Expectations, eh? There's nothing to put a dent in your day like that horrible sinking feeling you get when, say, a blind date turns out to bear an irrepressible resemblance to the Wicked Witch of the West (or Shrek, if you want a male equivalent – never let it be said that we're not equal-opportunity analogy providers).
Ratchet & Clank: Size Matters bears some of the tell-tale signs of a game burdened by expectations. And joining Metal Gear Solid, Grand Theft Auto and Jak and Daxter as the latest PlayStation 2 super-smash series to make its way on to PSP, it's a pretty understandable situation. Just like the unsubtle moral embedded into countless American teenage movies, though, it's when the game takes a break from trying to impress that the true inner beauty shines through.
It certainly grabs your attention straightaway thanks to its trademarked Ratchet & Clank visuals, which shine on the PSP as a result of lovely animation, great cut-scenes and a near glitch-free frame rate. Most of your time is spent jumping around the many planets that the eponymous duo visit during their intergalactic journey, all the while smashing, shooting and generally laying the smack down upon the evil TechnoMite robots that get in the way.
Despite what the child-friendly characters and bright, varied environments may suggest, you see, Ratchet and Clank isn't really a platform game at all. Pixel-perfect jump demands are far outnumbered by the never-calming tidal waves of enemies washing against you while making progress.
Of course, tons of enemies requires tons of artillery, and the many weapons available to Ratchet – from energy guns to flamethrowers via shotguns and, um, mechanical bee-hives – are all so well balanced that it's difficult to choose between them. But choose you must, because each situation is best tackled with a strategy in mind.
Don't let appearances fool you: Size Matters can on occasion feel like a ruthless struggle, one which will often see you retrying the same section time after time, adjusting your plan with each new effort. Both Ratchet's life and his guns' effectiveness increase the more you battle, though, so these attempts never feel like wasted time, as each defeat makes you stronger – both literally and in terms of your ability as a player.
In addition to the large amount of shooting and adventuring on offer, there are also sections in which you control Clank, Ratchet's fun-sized robot companion. Thanks to an arsenal that encompasses his fists and, well, nothing else, Clank's sections are less about precise fighting and more about guiding Gadgebots, little robotic workers who can be commanded to attack enemies and perform tasks. These sections generally act as puzzles and serve as a welcome – if not particularly thrilling – break when all the gunplay gets a little too hectic.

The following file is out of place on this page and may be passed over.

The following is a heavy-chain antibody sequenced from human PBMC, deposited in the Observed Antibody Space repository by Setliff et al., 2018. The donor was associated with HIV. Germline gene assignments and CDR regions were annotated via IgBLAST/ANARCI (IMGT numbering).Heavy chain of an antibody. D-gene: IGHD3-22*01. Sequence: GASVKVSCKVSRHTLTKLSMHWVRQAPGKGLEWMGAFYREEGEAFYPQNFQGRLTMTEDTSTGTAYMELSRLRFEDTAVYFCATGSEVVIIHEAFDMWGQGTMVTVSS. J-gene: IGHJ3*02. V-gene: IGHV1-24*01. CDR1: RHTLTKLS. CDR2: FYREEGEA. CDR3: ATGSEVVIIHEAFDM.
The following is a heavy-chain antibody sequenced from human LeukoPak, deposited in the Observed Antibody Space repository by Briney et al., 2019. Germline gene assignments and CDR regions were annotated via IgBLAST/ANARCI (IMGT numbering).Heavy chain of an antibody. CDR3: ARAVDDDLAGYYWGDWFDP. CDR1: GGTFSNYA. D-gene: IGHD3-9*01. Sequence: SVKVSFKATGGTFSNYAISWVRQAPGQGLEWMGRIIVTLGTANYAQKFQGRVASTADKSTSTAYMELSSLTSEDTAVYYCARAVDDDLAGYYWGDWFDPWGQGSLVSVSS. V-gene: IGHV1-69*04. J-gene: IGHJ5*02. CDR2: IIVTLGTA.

In addition to this, the pair's adventure sees them faced with a wide array of diverse challenges, including countless hoverboard races and some destruction derby events for Crank to participate in. The best of the bunch, though, is the side-on Lemmings clone, in which Crank must give ever-moving Gadgebots orders to prevent them from falling to their doom.
Visually, Size Matters is striking, although the high-detail characters look out of place when framed within the comparatively basic environments. More impressive however are the high-quality cut-scenes that bookend levels, and which tell the occasionally amusing story very effectively thanks to snappy dialogue and accomplished voice acting.
It's not all good news: the lack of a second analogue stick and the occasionally slow auto lock-ons can cause the weapons to feel slightly clunky, possibly resulting in an over-reliance on Ratchet's melee attack. Similarly, strafing controls have had to be mapped to the D-pad, making it unnecessarily difficult to sidestep while maintaining target aim, something that the game often makes you feel you should be doing.
But possibly a greater concern is the lack of cohesion that the game suffers from. Sections such as the 'lock grinding' – where Ratchet shrinks himself down in order to unlock doors by grinding across inexplicably positioned rails – feel largely purposeless and tacked-on. Although none of the sections are bad, the constant switching from one style to another can prove jarring, and leads you to wonder whether all these distinct elements were really necessary.
Still, such moments are rare, and when all is said and done Size Matters remains one of the most enjoyable 3D action adventure experiences on the PSP. Boasting charming touches, rammed full of content and even trailing a Wi-Fi infrastructure multiplayer mode, it's an easy recommendation for anyone with an itchy trigger finger.
Expectations, eh? There's nothing like that feeling when something comes along that actually lives up to (most of) them.